Although quantifying a school’s profile certainly does not tell you everything, it can sometimes be helpful in simplifying the many differences between the various MBA programs. Each week, we bring you a chart to help you decide which of the schools’ strengths speak to you.
Thus far, Harvard Business School and UPenn Wharton are among the few top-tier MBA programs to have already published profiles for their incoming Class of 2015. So, we thought doing a side-by-side comparison would be interesting. Both schools boast large programs, with Wharton receiving 6,036 applications for a target incoming class size of 845, and HBS receiving 9,315 applications, from which 941 students were admitted. And although most business schools try to balance their classes with a diverse composition, some distinctive patterns often emerge. One notable factor of diversity can be seen by looking at the incoming students’ pre-MBA industries.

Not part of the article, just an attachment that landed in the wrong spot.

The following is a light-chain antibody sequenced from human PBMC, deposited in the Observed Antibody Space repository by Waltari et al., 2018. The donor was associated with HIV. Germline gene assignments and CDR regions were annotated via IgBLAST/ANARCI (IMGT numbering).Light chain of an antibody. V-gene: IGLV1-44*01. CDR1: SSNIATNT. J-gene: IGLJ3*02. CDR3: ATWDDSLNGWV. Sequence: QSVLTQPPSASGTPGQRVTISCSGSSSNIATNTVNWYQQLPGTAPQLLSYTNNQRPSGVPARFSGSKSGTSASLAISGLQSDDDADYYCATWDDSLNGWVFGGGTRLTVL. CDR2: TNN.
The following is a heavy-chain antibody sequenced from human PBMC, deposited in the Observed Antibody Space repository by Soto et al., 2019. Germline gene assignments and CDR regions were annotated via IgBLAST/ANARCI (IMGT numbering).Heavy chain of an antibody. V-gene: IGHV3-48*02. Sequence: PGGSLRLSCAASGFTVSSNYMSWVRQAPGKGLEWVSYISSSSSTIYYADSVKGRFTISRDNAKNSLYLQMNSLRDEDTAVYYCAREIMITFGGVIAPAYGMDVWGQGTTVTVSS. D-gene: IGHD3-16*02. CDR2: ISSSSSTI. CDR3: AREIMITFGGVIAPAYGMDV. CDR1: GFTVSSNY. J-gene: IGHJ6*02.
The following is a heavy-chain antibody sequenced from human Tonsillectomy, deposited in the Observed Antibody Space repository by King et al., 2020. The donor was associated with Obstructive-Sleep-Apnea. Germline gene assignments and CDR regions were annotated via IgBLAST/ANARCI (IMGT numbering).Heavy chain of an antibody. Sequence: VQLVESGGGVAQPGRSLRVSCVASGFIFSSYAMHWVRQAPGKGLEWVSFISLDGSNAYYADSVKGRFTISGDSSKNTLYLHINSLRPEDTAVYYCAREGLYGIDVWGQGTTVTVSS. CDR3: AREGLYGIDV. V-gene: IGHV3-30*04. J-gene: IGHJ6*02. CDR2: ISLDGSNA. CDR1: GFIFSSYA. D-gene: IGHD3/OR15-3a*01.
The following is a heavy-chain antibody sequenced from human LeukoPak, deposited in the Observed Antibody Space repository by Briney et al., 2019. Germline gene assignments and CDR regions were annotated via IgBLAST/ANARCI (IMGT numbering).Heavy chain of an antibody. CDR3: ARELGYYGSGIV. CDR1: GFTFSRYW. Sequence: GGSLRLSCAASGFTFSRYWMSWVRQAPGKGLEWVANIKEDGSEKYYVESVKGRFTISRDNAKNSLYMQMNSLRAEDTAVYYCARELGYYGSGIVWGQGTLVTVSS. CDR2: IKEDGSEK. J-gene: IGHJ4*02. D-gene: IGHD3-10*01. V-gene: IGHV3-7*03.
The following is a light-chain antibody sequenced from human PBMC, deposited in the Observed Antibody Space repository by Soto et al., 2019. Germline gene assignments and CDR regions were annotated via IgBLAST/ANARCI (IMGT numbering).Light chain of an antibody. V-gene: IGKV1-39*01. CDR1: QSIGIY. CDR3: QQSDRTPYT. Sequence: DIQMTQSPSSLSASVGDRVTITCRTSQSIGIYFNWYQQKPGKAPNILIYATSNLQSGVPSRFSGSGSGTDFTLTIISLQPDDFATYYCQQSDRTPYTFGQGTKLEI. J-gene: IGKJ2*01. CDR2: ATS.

For example, UPenn Wharton breaks its finance-related backgrounds into separate categories (12% investment banking, 4% investment management, 8% other financial services). At a glance, this conceals the fact that—once aggregated—Wharton’s class shows a distinctive bias in the direction of finance, compared with just 14% of HBS’s incoming class who are coming from the same background. By contrast, more students in aggregate come from the technology sector and from industries such as consumer products, retail, health care and energy at HBS than at Wharton. Because schools often categorize industries differently, drawing direct comparisons is not always easy, and of course, many students will be career changers. Still, these figures can be useful in presenting a general overview of career emphasis and the sorts of classmates you can expect to meet at your target school.